Sadly, such facts do not dissuade such crack forensic experts as Sen. Dianne Feinstein (D-Kookland). During a recent meeting of the Senate Select Intelligence Committee, she told these social media conglomerates, “I must say, I don’t think you get it. Because you bear responsibility. You created the platforms … and now they’re being misused. And you have to be the ones who do something about it — or we will.” Of course: Congress needs to step in and censor, break up, or otherwise ruin yet another segment of our erstwhile “free” market society, because Democrats have been hurt by it … somehow. Just what the nation needs: More laws and more regulation from the same buffoons who haven’t even the slightest notion of how a free market economy works.
That said, given the size and influence of these social-media monoliths, no one should be surprised at the general feeling — both from the Left and the Right — that they should be “brought in line.”
But how? Given its abysmal track record on “fixing” problems —and by “problems” we mean any problem — is government really the answer? It is true Silicon Valley has proven time and time again it is wholly incapable of breaking out of its far-left-leaning box or restraining itself from censoring content it finds “offensive” (read: conservative viewpoints). But are these sufficient reasons to make good on Feinstein’s “do-something-about-it-or-we-will” threat? God help us if they are: The worst remedy to this problem is to summon the unholy demons of federal intervention. The proof: Simply observe this was the Democrats’ immediate, go-to play: The polar opposite of that play is clearly the right move. That solution is the free market.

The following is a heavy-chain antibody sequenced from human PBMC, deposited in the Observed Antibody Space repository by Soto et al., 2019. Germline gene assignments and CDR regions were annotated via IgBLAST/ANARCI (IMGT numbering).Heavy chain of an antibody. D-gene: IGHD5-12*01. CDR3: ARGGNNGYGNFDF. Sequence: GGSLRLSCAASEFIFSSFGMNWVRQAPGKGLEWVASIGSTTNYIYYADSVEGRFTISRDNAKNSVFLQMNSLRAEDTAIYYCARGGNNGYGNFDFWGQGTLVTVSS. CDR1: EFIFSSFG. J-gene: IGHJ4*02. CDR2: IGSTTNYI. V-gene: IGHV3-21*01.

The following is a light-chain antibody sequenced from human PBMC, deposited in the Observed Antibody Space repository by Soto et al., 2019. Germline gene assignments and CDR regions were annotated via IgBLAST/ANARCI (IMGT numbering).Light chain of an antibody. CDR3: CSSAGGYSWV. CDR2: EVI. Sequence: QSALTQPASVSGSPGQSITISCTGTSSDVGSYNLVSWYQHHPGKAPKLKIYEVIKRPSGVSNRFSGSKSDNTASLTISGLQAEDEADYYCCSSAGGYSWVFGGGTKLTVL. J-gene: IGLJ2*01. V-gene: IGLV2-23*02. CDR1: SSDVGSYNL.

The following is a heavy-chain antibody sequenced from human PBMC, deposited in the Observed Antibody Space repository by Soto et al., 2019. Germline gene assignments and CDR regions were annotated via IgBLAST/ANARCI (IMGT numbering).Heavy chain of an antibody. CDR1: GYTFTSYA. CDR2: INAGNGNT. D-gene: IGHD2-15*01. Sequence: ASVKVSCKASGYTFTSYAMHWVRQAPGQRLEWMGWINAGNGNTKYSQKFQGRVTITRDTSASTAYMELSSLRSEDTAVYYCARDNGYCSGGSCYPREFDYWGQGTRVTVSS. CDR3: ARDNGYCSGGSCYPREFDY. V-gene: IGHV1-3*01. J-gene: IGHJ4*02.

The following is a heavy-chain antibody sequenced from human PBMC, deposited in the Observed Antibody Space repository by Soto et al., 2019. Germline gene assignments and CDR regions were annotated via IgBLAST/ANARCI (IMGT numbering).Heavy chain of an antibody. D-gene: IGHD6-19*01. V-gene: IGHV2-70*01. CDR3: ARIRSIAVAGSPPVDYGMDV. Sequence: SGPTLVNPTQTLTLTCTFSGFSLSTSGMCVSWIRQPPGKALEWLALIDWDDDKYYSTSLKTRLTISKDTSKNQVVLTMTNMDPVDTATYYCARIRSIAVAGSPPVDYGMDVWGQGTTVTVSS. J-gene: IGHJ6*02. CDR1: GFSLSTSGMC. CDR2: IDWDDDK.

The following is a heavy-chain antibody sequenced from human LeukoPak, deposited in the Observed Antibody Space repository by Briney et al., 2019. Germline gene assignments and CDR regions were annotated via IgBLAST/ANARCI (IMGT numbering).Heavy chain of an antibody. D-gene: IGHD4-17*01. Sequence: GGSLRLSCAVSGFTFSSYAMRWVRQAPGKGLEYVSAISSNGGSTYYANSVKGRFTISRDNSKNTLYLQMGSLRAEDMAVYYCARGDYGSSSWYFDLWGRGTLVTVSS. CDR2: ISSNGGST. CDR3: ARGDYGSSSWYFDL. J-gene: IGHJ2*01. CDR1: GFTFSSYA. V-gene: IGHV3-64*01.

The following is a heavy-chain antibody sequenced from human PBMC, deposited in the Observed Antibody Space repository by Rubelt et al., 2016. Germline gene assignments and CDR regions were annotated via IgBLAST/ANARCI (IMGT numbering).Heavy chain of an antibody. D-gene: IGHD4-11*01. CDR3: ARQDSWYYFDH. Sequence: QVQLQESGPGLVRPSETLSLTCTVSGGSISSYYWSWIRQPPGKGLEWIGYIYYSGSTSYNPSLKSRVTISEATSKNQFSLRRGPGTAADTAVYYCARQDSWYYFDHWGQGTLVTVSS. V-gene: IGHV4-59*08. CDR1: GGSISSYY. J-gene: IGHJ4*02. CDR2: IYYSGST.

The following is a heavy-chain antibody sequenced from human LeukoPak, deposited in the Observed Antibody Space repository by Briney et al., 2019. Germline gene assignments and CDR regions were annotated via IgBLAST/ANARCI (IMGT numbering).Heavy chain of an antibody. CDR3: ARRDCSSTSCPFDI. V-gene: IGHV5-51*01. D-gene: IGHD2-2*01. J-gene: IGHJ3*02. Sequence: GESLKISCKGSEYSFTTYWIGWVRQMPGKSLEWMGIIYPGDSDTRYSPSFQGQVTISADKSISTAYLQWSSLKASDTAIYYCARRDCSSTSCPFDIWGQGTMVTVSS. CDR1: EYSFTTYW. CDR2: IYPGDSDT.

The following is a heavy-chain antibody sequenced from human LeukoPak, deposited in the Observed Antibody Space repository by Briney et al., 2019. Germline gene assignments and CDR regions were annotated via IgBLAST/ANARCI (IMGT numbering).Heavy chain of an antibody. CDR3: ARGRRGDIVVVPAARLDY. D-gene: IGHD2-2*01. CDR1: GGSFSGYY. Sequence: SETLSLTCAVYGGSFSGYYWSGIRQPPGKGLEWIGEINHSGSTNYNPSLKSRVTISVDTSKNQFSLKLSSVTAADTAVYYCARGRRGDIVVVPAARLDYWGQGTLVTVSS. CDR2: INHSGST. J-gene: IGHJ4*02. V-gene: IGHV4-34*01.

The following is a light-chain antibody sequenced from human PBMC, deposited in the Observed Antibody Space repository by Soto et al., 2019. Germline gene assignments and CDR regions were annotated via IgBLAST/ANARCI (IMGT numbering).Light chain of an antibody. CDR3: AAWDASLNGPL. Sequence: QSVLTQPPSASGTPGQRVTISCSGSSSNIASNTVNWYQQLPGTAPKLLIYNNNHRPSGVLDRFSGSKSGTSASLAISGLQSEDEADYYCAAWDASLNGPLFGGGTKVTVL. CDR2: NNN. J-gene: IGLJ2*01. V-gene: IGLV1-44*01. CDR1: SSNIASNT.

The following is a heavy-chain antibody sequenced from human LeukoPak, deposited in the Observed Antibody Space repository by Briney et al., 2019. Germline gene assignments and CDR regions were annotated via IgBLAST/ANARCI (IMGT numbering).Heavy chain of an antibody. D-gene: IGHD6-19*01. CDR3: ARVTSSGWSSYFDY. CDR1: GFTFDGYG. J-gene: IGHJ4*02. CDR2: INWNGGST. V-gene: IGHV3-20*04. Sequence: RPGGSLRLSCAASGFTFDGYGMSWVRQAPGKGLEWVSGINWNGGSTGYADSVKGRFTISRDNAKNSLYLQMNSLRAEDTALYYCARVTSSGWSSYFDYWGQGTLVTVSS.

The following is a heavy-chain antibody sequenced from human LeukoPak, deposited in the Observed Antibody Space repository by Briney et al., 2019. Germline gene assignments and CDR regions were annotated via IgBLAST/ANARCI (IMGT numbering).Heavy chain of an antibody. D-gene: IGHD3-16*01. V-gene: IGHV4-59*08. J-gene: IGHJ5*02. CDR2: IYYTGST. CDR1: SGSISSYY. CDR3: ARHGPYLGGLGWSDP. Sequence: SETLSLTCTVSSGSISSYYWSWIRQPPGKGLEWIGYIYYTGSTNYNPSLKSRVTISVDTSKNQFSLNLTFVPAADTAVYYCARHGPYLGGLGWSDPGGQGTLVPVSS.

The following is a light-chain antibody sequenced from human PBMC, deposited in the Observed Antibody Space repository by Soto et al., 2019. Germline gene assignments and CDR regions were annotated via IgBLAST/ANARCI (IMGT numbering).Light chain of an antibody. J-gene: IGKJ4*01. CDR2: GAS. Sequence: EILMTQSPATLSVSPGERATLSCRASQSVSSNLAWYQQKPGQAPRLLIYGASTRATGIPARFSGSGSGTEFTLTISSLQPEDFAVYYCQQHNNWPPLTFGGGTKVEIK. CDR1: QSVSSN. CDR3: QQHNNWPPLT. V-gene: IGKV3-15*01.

We note at the outset of our free market rejoinder that true “monopolies” cannot exist apart from government intervention. One need only briefly survey the past two centuries’ worth of history on this topic to understand that once a company reaches a certain size, it is no longer capable of carving through economic landscapes with the speed and custom-tuned response demanded by newer, smaller customers. That is, “one-size-fits-all” answers to customer demands never prevail in the long term, absent government-imposed constraints limiting the available options.
What then, is the conservative answer to the problems of Google and Facebook? As a philosophical first step, we would caution not to throw the baby out with the bath water. Both Google and Facebook serve worthy purposes, even from a conservative point of view. Second, remember the conservative concept of a “limiting principle”: Once Google, Facebook and Twitter are decimated, what’s to stop the onslaught against other e-giants? How about Amazon? Or, for that matter, Mr. Lowe, what about Yelp? Aren’t they, too, “monopolies” of a type? What is a “monopoly,” anyway, and how is one “broken up”? These questions allude to a more fundamental problem: Getting government involved in anything out of its lane — such as picking winners and losers in the so-called free market — makes a bad situation much worse.
In contrast, free market solutions — alternative platforms and applications, public exposure of leftist ideologies and biases infused in search algorithms, public awareness initiatives on the value of free speech in social media, litigation campaigns which force Google, Facebook, Amazon and other online juggernauts to publicly admit their positions and beliefs, boycotts and social media blitzes designed to alert the public of censorship or bias activities by online platforms, etc. — are surely much more effective and much less damaging to the national economy than draconian government intervention. Remember, the government chose the winners and losers in the 2008 financial meltdown — not the free market. Today, the U.S. is still recovering from those hastily made and utterly foolish choices. Let’s not repeat such recklessness less than a decade hence.